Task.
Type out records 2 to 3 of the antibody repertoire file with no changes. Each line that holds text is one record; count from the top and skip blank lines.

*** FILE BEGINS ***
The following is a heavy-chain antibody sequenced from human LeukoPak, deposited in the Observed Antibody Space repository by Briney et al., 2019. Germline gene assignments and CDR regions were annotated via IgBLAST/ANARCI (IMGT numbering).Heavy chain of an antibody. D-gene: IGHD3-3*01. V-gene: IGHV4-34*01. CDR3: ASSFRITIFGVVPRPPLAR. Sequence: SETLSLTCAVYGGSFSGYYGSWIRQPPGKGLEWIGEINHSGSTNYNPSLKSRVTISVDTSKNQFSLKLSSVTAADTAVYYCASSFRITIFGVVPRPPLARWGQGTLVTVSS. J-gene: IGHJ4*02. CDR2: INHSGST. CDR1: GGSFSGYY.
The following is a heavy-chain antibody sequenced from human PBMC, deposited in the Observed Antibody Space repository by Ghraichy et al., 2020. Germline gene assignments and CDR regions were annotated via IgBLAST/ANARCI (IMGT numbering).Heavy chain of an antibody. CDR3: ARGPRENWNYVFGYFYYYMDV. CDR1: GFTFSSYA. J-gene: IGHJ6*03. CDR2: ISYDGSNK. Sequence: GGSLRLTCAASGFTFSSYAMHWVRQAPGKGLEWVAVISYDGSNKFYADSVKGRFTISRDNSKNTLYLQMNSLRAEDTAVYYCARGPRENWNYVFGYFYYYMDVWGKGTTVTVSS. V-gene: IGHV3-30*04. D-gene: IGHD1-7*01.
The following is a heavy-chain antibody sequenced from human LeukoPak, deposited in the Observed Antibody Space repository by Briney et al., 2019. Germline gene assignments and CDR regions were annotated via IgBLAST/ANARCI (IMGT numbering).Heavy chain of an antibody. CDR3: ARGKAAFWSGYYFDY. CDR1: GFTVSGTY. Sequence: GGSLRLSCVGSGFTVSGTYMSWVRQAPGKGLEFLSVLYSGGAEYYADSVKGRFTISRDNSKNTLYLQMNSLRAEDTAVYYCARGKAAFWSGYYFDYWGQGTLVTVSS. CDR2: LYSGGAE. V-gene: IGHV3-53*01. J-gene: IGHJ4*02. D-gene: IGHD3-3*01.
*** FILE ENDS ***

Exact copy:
The following is a heavy-chain antibody sequenced from human PBMC, deposited in the Observed Antibody Space repository by Ghraichy et al., 2020. Germline gene assignments and CDR regions were annotated via IgBLAST/ANARCI (IMGT numbering).Heavy chain of an antibody. CDR3: ARGPRENWNYVFGYFYYYMDV. CDR1: GFTFSSYA. J-gene: IGHJ6*03. CDR2: ISYDGSNK. Sequence: GGSLRLTCAASGFTFSSYAMHWVRQAPGKGLEWVAVISYDGSNKFYADSVKGRFTISRDNSKNTLYLQMNSLRAEDTAVYYCARGPRENWNYVFGYFYYYMDVWGKGTTVTVSS. V-gene: IGHV3-30*04. D-gene: IGHD1-7*01.
The following is a heavy-chain antibody sequenced from human LeukoPak, deposited in the Observed Antibody Space repository by Briney et al., 2019. Germline gene assignments and CDR regions were annotated via IgBLAST/ANARCI (IMGT numbering).Heavy chain of an antibody. CDR3: ARGKAAFWSGYYFDY. CDR1: GFTVSGTY. Sequence: GGSLRLSCVGSGFTVSGTYMSWVRQAPGKGLEFLSVLYSGGAEYYADSVKGRFTISRDNSKNTLYLQMNSLRAEDTAVYYCARGKAAFWSGYYFDYWGQGTLVTVSS. CDR2: LYSGGAE. V-gene: IGHV3-53*01. J-gene: IGHJ4*02. D-gene: IGHD3-3*01.